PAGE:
“He’s one of Cristi’s,” she whispered.

Dag blinked. “No one is certain of-”

“—you’re here because Wram’s certain.”

Caro Cristi, a Ninth-Gen male designated zaxir, had been apprehended in Sofita’s youth for murdering his bond-partner, an hizak employed in the Antarctica West Islands. While awaiting termination for his crime, he’d somehow escaped custody.

“Komadon Kul’s pursuit blocked his ability to establish roots,” Sofita recalled. “Later, he underwent cosmetic surgery to alter his hide and eyes. He lived as a helovx man named Carl Crystal.”

Three years following Fusada’s death, Crystal had been imprisoned by the North American Union after his sect tried to blow up a homosexual registration office in the capital city of Banff.

Sofita turned to find Dag staring at her oddly. “Why am I catching the mission, Ambassador?”

“You’re Femitokon,” Dag collected herself. “A hybrid is involved.”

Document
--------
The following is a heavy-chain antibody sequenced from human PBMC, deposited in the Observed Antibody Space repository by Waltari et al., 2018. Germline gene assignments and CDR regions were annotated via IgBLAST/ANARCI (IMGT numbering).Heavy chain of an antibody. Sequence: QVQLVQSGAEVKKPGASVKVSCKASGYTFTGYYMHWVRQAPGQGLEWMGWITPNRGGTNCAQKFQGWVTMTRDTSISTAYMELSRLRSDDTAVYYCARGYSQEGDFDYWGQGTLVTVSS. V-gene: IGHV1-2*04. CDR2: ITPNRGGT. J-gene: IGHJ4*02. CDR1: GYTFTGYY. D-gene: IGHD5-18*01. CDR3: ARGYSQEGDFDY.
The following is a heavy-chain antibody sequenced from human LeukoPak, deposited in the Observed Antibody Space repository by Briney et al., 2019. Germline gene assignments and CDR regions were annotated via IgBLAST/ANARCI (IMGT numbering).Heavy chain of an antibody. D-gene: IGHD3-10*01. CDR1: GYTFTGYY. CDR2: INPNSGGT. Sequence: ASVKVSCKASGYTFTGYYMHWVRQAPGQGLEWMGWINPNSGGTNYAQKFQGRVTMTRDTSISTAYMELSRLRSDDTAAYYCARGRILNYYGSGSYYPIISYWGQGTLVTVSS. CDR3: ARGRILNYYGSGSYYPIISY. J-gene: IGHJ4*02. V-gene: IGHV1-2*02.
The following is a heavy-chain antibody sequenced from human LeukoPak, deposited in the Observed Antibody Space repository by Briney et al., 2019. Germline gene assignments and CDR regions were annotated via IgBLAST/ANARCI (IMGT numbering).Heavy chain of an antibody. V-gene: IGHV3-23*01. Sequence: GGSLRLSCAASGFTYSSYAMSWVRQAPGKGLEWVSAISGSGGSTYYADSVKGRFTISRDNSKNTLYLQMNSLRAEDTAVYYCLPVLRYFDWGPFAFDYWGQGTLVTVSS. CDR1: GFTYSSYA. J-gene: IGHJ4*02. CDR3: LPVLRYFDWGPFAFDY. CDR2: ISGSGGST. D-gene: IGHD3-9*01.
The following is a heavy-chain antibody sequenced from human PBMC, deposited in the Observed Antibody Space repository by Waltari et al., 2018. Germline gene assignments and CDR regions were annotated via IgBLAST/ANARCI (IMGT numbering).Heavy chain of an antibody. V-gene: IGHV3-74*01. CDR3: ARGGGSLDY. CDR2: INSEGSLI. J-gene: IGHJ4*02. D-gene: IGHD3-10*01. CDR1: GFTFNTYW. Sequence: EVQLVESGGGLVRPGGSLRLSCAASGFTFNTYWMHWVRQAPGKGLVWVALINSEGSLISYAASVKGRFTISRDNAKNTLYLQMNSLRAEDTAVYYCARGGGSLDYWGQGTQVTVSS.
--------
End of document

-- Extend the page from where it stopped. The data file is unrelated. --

“There’s no hybrid to terminate, Zhang’s dead.”

“Are hybrids weaker than their male sires?”

“You’re polluting the subject, Ambassador,”

“No,” Dag insisted. “I’m taking the conversation adjacent to the subject.”

Sofita conceded. “Femarctic males aren’t weak.”

“You share my maker’s opinions?” Dag queried. “Her claim that each new generation delivers males capable of greater extrasensory-”

“—her opinions are required reading in the Division.” Sofita reminded.

“I’ve glanced her dissertations, as have you,” Dag said, dismissive. “I’ve no bias against bizaki rising above the routine, but their expositions lack the objectivity to substantiate principle in fields of science and medicine.”

Sofita smiled. “You suggest that being a bizzie renders CM Dag incapable of detaching her feelings from what must always be impartial viewpoints?”